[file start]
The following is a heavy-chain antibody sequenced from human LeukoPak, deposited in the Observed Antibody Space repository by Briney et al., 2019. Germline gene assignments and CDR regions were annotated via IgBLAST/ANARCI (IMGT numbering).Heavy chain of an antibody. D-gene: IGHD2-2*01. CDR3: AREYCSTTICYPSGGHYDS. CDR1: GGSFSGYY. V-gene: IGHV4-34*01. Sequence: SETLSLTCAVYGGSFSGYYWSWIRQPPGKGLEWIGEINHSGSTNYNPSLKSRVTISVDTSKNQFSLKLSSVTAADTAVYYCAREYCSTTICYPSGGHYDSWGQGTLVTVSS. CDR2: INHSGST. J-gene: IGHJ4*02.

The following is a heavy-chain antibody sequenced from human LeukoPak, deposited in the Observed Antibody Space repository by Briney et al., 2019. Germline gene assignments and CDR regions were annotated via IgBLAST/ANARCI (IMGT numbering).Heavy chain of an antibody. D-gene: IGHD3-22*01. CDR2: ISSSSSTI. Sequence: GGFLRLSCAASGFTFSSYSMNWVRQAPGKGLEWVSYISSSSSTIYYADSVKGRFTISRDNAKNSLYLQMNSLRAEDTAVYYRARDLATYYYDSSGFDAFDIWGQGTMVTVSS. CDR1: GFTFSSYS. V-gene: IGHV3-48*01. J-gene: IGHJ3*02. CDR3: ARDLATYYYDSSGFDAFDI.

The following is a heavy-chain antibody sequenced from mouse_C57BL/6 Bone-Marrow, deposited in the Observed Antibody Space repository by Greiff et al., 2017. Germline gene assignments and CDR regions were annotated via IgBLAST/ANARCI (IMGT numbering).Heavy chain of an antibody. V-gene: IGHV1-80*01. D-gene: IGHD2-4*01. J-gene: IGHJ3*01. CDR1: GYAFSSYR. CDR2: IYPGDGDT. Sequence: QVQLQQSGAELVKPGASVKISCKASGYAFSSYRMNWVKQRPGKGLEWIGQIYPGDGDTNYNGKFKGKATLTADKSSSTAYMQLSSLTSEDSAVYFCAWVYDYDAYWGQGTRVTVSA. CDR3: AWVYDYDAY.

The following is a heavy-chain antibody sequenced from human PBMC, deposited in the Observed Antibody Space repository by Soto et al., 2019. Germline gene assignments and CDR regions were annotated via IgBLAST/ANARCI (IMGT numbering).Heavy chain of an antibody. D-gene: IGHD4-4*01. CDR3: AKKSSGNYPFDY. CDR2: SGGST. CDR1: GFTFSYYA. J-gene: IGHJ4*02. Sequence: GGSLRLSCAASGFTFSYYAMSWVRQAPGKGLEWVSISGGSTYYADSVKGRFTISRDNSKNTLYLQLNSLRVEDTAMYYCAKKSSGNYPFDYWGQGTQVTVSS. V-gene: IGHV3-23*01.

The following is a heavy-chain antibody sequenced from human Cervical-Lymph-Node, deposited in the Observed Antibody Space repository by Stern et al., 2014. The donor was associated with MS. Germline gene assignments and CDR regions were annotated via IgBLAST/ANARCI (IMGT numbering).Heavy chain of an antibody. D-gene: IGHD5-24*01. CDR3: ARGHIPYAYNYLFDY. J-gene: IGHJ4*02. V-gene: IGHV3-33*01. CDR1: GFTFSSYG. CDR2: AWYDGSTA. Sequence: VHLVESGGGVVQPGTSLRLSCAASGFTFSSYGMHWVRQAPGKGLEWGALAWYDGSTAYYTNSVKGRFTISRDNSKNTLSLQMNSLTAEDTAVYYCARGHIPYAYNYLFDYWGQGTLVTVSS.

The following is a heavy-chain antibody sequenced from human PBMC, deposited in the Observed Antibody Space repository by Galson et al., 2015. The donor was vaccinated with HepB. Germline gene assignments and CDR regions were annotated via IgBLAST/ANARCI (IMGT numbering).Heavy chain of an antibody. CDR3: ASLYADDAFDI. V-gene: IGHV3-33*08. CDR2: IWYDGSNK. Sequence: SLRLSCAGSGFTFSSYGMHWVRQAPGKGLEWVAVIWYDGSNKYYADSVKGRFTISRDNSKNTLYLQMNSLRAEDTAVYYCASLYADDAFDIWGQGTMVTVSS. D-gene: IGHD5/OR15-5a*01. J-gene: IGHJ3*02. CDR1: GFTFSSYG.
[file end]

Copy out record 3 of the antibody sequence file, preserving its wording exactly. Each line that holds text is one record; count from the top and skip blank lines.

The following is a heavy-chain antibody sequenced from mouse_C57BL/6 Bone-Marrow, deposited in the Observed Antibody Space repository by Greiff et al., 2017. Germline gene assignments and CDR regions were annotated via IgBLAST/ANARCI (IMGT numbering).Heavy chain of an antibody. V-gene: IGHV1-80*01. D-gene: IGHD2-4*01. J-gene: IGHJ3*01. CDR1: GYAFSSYR. CDR2: IYPGDGDT. Sequence: QVQLQQSGAELVKPGASVKISCKASGYAFSSYRMNWVKQRPGKGLEWIGQIYPGDGDTNYNGKFKGKATLTADKSSSTAYMQLSSLTSEDSAVYFCAWVYDYDAYWGQGTRVTVSA. CDR3: AWVYDYDAY.